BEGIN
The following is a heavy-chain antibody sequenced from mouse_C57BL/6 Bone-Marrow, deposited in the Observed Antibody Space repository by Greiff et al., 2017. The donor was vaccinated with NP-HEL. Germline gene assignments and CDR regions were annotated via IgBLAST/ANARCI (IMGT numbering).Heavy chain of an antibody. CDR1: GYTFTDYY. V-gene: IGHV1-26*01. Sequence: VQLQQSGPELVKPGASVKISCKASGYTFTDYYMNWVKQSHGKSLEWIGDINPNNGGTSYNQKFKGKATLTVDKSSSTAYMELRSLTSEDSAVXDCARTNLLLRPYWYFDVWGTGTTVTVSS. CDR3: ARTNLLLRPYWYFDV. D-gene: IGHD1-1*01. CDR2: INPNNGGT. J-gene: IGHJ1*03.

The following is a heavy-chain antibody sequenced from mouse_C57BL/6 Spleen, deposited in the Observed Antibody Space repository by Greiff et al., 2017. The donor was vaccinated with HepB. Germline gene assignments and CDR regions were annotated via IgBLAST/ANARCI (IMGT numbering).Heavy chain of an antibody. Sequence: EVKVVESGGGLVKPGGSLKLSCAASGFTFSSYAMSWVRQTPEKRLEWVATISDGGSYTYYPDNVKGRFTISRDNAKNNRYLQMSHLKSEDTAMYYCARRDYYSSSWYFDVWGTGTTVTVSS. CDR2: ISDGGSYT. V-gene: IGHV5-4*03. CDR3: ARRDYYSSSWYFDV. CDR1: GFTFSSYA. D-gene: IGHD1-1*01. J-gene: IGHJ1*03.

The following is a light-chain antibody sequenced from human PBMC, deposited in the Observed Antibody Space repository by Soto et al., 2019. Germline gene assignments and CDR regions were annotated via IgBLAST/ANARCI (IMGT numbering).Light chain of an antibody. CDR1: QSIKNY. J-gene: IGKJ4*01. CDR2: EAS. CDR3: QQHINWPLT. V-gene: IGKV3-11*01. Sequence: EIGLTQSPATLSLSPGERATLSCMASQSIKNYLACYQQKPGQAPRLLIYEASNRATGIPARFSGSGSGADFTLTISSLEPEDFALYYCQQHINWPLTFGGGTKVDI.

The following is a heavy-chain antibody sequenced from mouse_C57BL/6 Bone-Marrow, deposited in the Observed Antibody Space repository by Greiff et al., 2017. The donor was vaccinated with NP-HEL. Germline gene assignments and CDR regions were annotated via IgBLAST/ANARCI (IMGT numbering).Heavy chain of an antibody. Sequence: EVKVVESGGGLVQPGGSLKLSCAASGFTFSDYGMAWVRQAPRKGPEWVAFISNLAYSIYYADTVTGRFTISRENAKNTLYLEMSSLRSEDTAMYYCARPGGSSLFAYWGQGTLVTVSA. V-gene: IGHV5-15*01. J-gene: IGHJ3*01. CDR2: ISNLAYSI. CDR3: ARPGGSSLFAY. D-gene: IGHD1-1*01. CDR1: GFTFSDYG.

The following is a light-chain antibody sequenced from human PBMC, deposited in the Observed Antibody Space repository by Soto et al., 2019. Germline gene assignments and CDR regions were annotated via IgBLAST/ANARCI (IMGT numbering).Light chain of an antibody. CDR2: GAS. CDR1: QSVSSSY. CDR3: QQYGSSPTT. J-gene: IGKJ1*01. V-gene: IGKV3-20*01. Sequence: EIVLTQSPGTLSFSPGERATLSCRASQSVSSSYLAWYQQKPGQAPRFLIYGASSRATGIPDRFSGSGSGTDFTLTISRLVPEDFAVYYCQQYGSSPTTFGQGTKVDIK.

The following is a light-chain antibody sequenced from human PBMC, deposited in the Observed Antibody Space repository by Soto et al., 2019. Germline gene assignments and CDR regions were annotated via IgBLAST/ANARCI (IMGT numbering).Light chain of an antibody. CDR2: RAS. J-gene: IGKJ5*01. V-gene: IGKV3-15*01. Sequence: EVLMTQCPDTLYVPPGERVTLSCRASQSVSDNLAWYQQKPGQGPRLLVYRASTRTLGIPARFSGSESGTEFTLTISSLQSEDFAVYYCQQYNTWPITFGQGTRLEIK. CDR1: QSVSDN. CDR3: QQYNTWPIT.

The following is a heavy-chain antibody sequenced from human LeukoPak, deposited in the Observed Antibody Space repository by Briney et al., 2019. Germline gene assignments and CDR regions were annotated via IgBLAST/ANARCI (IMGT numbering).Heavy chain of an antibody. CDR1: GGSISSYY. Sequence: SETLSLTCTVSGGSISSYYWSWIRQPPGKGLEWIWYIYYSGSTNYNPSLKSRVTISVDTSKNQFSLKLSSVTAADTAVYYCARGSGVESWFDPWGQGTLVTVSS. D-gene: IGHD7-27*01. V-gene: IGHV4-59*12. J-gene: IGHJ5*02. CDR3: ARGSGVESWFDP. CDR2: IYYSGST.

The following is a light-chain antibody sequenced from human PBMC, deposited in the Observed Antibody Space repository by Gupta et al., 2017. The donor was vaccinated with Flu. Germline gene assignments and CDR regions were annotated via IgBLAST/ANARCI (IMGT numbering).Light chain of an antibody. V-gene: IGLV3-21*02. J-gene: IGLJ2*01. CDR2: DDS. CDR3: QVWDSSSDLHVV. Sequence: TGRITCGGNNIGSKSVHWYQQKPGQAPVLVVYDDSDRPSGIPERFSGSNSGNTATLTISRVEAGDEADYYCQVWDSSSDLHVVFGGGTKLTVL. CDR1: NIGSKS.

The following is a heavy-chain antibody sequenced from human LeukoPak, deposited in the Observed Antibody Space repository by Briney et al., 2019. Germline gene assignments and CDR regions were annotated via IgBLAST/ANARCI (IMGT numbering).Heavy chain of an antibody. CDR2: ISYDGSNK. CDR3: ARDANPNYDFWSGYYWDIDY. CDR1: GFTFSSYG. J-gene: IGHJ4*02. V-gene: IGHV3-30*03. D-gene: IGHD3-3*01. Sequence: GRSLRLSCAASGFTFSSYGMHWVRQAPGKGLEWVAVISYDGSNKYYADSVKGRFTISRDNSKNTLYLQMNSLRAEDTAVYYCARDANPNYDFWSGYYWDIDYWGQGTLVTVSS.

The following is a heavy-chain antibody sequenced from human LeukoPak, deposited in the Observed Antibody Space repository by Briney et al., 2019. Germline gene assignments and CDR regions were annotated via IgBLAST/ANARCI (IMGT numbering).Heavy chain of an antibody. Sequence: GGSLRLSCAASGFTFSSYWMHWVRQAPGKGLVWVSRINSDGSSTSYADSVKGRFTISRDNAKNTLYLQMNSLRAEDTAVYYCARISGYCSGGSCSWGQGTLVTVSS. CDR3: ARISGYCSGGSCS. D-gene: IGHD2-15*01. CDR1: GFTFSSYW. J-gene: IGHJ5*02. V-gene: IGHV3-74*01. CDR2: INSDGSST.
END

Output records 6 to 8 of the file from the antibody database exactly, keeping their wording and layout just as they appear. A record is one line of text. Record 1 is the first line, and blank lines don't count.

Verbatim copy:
The following is a light-chain antibody sequenced from human PBMC, deposited in the Observed Antibody Space repository by Soto et al., 2019. Germline gene assignments and CDR regions were annotated via IgBLAST/ANARCI (IMGT numbering).Light chain of an antibody. CDR2: RAS. J-gene: IGKJ5*01. V-gene: IGKV3-15*01. Sequence: EVLMTQCPDTLYVPPGERVTLSCRASQSVSDNLAWYQQKPGQGPRLLVYRASTRTLGIPARFSGSESGTEFTLTISSLQSEDFAVYYCQQYNTWPITFGQGTRLEIK. CDR1: QSVSDN. CDR3: QQYNTWPIT.

The following is a heavy-chain antibody sequenced from human LeukoPak, deposited in the Observed Antibody Space repository by Briney et al., 2019. Germline gene assignments and CDR regions were annotated via IgBLAST/ANARCI (IMGT numbering).Heavy chain of an antibody. CDR1: GGSISSYY. Sequence: SETLSLTCTVSGGSISSYYWSWIRQPPGKGLEWIWYIYYSGSTNYNPSLKSRVTISVDTSKNQFSLKLSSVTAADTAVYYCARGSGVESWFDPWGQGTLVTVSS. D-gene: IGHD7-27*01. V-gene: IGHV4-59*12. J-gene: IGHJ5*02. CDR3: ARGSGVESWFDP. CDR2: IYYSGST.

The following is a light-chain antibody sequenced from human PBMC, deposited in the Observed Antibody Space repository by Gupta et al., 2017. The donor was vaccinated with Flu. Germline gene assignments and CDR regions were annotated via IgBLAST/ANARCI (IMGT numbering).Light chain of an antibody. V-gene: IGLV3-21*02. J-gene: IGLJ2*01. CDR2: DDS. CDR3: QVWDSSSDLHVV. Sequence: TGRITCGGNNIGSKSVHWYQQKPGQAPVLVVYDDSDRPSGIPERFSGSNSGNTATLTISRVEAGDEADYYCQVWDSSSDLHVVFGGGTKLTVL. CDR1: NIGSKS.